Most states use either direct deposit to your bank account or a debit card to distribute unemployment benefits to recipients. Since it’s cheaper to send funds electronically, you will probably not get a paper check. Check with your state’s unemployment office on how you can expect to get your money.
When I received unemployment benefits, I had a debit card with a PIN I could use just like my bank debit card. You will need to activate your card once you receive it before using it for the first time.
The card can be used to withdraw cash at an ATM, pay for store purchases such as groceries, or pay bills. One thing I appreciate about having the debit card is that it looked just like any other debit or credit card so there was no way to tell it was for unemployment benefits.
The unemployment office of your state will deposit your benefits in the account according to a set schedule; mine was every two weeks. If the only way to get your unemployment is through a debit card, you may transfer the funds to your regular bank account. Check with your bank if that’s an option.
Do you have to do anything to keep getting benefits?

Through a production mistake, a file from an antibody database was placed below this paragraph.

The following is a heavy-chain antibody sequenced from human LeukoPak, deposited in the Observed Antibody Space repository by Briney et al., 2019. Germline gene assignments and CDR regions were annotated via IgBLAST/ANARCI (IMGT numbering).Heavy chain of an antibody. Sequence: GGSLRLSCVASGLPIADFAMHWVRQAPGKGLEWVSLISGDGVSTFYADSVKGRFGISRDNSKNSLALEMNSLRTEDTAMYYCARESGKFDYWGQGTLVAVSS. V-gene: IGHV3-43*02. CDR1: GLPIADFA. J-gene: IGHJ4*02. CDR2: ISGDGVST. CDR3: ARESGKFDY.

Most states have work search requirements in place for those receiving unemployment benefits. You will need to check with your local unemployment office for details on what information you need to provide to continue receiving your benefits.
In my case, I had to keep notes on all of my employment applications and search for work so I could report them. Every two weeks, I had to log into my account on the state unemployment office website and fill out a form detailing my work search before I could receive any benefits.
If you make some money during your unemployment, such as a side hustle or a part-time job, you will have to report your earnings on the application. This can reduce your unemployment benefits for the weeks in which you reported additional earnings.
Check with your local unemployment office on the work search requirements for collecting benefits. Since the goal of benefits is to only carry you through to your next job, you will need to show that you’re ready to accept work if a company extends you a job offer.
Pros and cons to filing
Filing for unemployment benefits has its pros and cons. It’s always good to step back and evaluate all the positives and negatives before moving forward.